The left brain makes up stories to explain inconsistencies. This was also observed with the split brain patients. The right brain saw something and the body reacted to it – the left brain didn’t know about it, but would construct a story to make it work.
Interesting thought experiment:
“Suppose you can choose between two potential holidays. You can go to Jamestown, Virginia, and visit the historic colonial town where the first English settlement on mainland North America was founded in 1607. Alternatively, you can realise your number one dream vacation, whether it is trekking in Alaska, sunbathing in Florida or indulging in an unbridled bacchanalia of sex, drugs and gambling in Las Vegas. But there is a caveat: if you choose your dream vacation, then just before you board the plane home, you must take a pill that will obliterate all your memories of that vacation. What happened in Vegas will forever remain in Vegas. Which holiday would you choose? Most people would opt for colonial Jamestown, because most people give their credit card to the narrating self, which cares only about stories and has zero interest in even the most mind-blowing experiences if it cannot remember them.”
Narrating self may spin up a crazy story that you believe about yourself. Let’s say you think you’re a hero, like Don Quixote. Your imagination leads you to kill a real person. How do you react? Three possibilities: (1) nothing, your delusions are so strong you don’t realize it; (2) you’re horrified and snap out of your delusions; (3) you double-down on your delusions.
The third is called “Our Boys Didn’t Die In Vain” syndrome. You can see it with politics and war. Say you start a war which is a mistake; 15,000 die. If you double back, the families of those people will be enraged. So you double-down and fight harder instead.
We’re about to face the wrath of post-humanist technologies that make no allowance for the free will of humans. Will humanist systems predicated on human free will, like democracy, free market, and human rights survive?
Liberalism did not succeed because it was philosophically superior or “more correct” than other belief systems. It worked because there was political, economic, and military sense in giving every individual value. Countries that cared for the individual had better economies, stronger militaries, and more robust political systems, and thus fared better.
The next threat will make humans less valuable in every way listed above. Technology will render us economically obsolete and militarily useless.
Humans value in war will be reduced or eliminated as the responsibility falls to algorithms/worms (cyberwarfare), robots (drones), or highly specialized teams.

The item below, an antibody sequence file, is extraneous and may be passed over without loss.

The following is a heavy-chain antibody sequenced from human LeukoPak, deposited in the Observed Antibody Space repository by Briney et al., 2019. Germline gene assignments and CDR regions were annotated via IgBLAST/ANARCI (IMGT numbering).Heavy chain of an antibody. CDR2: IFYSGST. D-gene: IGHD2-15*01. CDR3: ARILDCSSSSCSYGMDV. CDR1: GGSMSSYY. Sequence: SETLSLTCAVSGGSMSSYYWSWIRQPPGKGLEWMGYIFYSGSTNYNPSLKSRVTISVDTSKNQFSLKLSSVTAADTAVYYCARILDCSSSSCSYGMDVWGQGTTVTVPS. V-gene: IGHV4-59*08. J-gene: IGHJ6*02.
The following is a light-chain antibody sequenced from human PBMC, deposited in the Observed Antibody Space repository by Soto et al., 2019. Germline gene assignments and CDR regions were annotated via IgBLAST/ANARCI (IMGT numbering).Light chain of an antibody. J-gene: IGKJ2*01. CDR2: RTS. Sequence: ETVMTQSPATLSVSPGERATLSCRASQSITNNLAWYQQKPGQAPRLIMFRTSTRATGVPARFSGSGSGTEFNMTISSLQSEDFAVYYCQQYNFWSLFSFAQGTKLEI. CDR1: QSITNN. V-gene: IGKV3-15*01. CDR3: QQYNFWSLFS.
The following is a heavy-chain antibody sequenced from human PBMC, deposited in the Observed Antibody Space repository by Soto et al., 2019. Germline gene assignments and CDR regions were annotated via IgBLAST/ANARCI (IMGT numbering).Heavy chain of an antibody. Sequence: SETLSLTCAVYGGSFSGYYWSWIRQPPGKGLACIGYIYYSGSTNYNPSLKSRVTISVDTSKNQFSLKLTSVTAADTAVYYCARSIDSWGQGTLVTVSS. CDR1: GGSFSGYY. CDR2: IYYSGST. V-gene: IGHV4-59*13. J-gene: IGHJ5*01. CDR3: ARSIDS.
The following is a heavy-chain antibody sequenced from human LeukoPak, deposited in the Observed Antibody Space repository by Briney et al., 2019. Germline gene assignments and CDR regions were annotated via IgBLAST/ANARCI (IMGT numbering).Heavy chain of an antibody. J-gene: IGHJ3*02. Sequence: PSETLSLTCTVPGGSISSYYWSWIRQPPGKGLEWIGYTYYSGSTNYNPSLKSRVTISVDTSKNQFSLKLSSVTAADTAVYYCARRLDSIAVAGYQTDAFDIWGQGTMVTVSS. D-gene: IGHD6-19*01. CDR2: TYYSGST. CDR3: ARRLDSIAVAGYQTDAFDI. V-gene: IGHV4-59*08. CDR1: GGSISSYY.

Same for economic value.
“As the masses lose their economic importance, will the moral argument alone be enough to protect human rights and liberties? Will elites and governments go on valuing every human being even when it pays no economic dividends?”
Corollary: same argument goes against Universal Basic Income. If you provide no economic or warfare value, then why should the Gov’t take care of you? What do they owe you if they dont rely on you for taxes or warfare?
And the argument against that argument: some basic welfare will be required to maintain stability and keep the economic engine running.
“This raises a novel question: which of the two is really important, intelligence or consciousness? As long as they went hand in hand, debating their relative value was just an amusing pastime for philosophers. But in the twenty-first century this is becoming an urgent political and economic issue. And it is sobering to realise that, at least for armies and corporations, the answer is straightforward: intelligence is mandatory but consciousness is optional.”
Many people say robots are cold, thus human touch is necessary. But even this is not always true anymore.
Harari calls them the “useless class” – pretty harsh.
Harari argues all jobs will be automated. There is nothing unique about an organic algorithm (ie: human) that can inorganic one cannot replicate. We are all just a series of algorithms.
Humans used to be generalists: hunting, cooking, making spears, building huts, farming… Now we are specialists: taxi drivers, programmers, cardiologists. And specialization makes us much easier to replace with AI.
“As algorithms push humans out of the job market, wealth and power might become concentrated in the hands of the tiny elite that owns the all-powerful algorithms, creating unprecedented social and political inequality.”
Main problem is not creating new jobs: it’s creating jobs that humans can do better or cheaper than algorithms.
Life sciences challenges all three assumptions: